Theranostics 2019; 9(18):5149-5165. doi:10.7150/thno.31657
Decoding cancer heterogeneity: studying patient-specific signaling signatures towards personalized cancer therapy
1. Department for Bio-medical Research, Institute of Dental Sciences, Hebrew University of Jerusalem, Jerusalem 91120, Israel
2. Oncology Division, Tel Aviv Sourasky Medical Center, and Sackler Faculty of Medicine, Tel Aviv University, Tel Aviv, Israel
# Equal contribution
Flashner-Abramson E, Vasudevan S, Adejumobi IA, Sonnenblick A, Kravchenko-Balasha N. Decoding cancer heterogeneity: studying patient-specific signaling signatures towards personalized cancer therapy. Theranostics 2019; 9(18):5149-5165. doi:10.7150/thno.31657. Available from http://www.thno.org/v09p5149.htm
The past years have witnessed a rapid increase in the amount of large-scale tumor datasets. The challenge has now become to find a way to obtain useful information from these masses of data that will allow to determine which combination of FDA-approved drugs is best suited to treat the specific tumor. Various statistical analyses are being developed to extract significant signals from cancer datasets. However, tumors are still being assigned to pre-defined categories (breast luminal A, triple negative, etc.), conceptually contradicting the vast heterogeneity that is known to exist among tumors, and likely overlooking unique tumors that must be addressed and treated individually. We present herein an approach based on information theory that, rather than searches for what makes a tumor similar to other tumors, addresses tumors individually and unbiasedly, and impartially decodes the critical patient-specific molecular network reorganization in every tumor.
Methods: Using a large dataset obtained from ~3500 tumors of 11 types we decipher the altered protein network structure in each tumor, namely the patient-specific signaling signature. Each signature can harbor several altered protein subnetworks. We suggest that simultaneous targeting of central proteins from every altered subnetwork is essential to efficiently disturb the altered signaling in each tumor. We experimentally validate our ability to dissect sample-specific signaling signatures and to rationally design personalized drug combinations.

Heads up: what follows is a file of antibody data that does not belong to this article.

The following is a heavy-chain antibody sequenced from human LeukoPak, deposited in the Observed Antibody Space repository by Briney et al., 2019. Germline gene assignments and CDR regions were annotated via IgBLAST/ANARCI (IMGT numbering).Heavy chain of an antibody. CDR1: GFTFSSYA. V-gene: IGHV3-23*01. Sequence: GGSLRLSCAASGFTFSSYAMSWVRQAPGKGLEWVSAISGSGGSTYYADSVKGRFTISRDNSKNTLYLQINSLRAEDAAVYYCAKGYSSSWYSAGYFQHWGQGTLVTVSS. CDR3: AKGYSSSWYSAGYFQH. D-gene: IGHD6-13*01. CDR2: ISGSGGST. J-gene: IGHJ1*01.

Results: We unraveled a surprisingly simple order that underlies the extreme apparent complexity of tumor tissues, demonstrating that only 17 altered protein subnetworks characterize ~3500 tumors of 11 types. Each tumor was described by a specific subset of 1-4 subnetworks out of 17, i.e. a tumor-specific altered signaling signature. We show that the majority of tumor-specific signaling signatures are extremely rare, and are shared by only 5 tumors or less, supporting a personalized, comprehensive study of tumors in order to design the optimal combination therapy for every patient. We validate the results by confirming that the processes identified in the 11 original cancer types characterize patients harboring a different cancer type as well. We show experimentally, using different cancer cell lines, that the individualized combination therapies predicted by us achieved higher rates of killing than the clinically prescribed treatments.
Conclusions: We present a new strategy to deal with the inter-tumor heterogeneity and to break down the high complexity of cancer systems into simple, easy to crack, patient-specific signaling signatures that guide the rational design of personalized drug therapies.
Keywords: Personalized medicine, cancer combination therapy, information theory, protein networks, cell signaling, patient-specific network reorganization